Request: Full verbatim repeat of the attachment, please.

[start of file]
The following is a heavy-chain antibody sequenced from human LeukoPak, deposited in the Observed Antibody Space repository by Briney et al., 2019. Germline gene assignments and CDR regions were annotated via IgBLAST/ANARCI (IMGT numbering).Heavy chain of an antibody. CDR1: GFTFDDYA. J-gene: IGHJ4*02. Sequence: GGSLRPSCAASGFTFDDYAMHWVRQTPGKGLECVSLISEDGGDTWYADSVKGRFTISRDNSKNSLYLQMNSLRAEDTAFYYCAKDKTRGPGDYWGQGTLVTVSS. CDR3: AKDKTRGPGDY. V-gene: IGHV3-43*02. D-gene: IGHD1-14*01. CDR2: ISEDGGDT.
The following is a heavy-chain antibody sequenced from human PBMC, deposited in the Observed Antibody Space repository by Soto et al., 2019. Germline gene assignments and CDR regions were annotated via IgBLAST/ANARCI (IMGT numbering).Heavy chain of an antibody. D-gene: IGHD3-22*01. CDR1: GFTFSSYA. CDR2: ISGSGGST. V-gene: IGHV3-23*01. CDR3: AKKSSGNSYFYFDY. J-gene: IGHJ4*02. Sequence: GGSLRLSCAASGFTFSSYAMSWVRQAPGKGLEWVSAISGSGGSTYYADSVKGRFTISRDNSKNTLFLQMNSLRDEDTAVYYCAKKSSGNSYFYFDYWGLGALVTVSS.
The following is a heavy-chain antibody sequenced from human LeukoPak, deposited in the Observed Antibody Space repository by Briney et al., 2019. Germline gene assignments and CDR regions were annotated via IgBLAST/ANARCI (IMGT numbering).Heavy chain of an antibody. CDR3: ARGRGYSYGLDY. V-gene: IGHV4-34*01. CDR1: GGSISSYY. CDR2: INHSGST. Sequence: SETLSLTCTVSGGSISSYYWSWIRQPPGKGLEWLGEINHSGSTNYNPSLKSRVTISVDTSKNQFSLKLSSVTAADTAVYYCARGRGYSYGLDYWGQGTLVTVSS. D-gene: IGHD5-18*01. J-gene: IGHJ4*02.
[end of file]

The following is a heavy-chain antibody sequenced from human LeukoPak, deposited in the Observed Antibody Space repository by Briney et al., 2019. Germline gene assignments and CDR regions were annotated via IgBLAST/ANARCI (IMGT numbering).Heavy chain of an antibody. CDR1: GFTFDDYA. J-gene: IGHJ4*02. Sequence: GGSLRPSCAASGFTFDDYAMHWVRQTPGKGLECVSLISEDGGDTWYADSVKGRFTISRDNSKNSLYLQMNSLRAEDTAFYYCAKDKTRGPGDYWGQGTLVTVSS. CDR3: AKDKTRGPGDY. V-gene: IGHV3-43*02. D-gene: IGHD1-14*01. CDR2: ISEDGGDT.
The following is a heavy-chain antibody sequenced from human PBMC, deposited in the Observed Antibody Space repository by Soto et al., 2019. Germline gene assignments and CDR regions were annotated via IgBLAST/ANARCI (IMGT numbering).Heavy chain of an antibody. D-gene: IGHD3-22*01. CDR1: GFTFSSYA. CDR2: ISGSGGST. V-gene: IGHV3-23*01. CDR3: AKKSSGNSYFYFDY. J-gene: IGHJ4*02. Sequence: GGSLRLSCAASGFTFSSYAMSWVRQAPGKGLEWVSAISGSGGSTYYADSVKGRFTISRDNSKNTLFLQMNSLRDEDTAVYYCAKKSSGNSYFYFDYWGLGALVTVSS.
The following is a heavy-chain antibody sequenced from human LeukoPak, deposited in the Observed Antibody Space repository by Briney et al., 2019. Germline gene assignments and CDR regions were annotated via IgBLAST/ANARCI (IMGT numbering).Heavy chain of an antibody. CDR3: ARGRGYSYGLDY. V-gene: IGHV4-34*01. CDR1: GGSISSYY. CDR2: INHSGST. Sequence: SETLSLTCTVSGGSISSYYWSWIRQPPGKGLEWLGEINHSGSTNYNPSLKSRVTISVDTSKNQFSLKLSSVTAADTAVYYCARGRGYSYGLDYWGQGTLVTVSS. D-gene: IGHD5-18*01. J-gene: IGHJ4*02.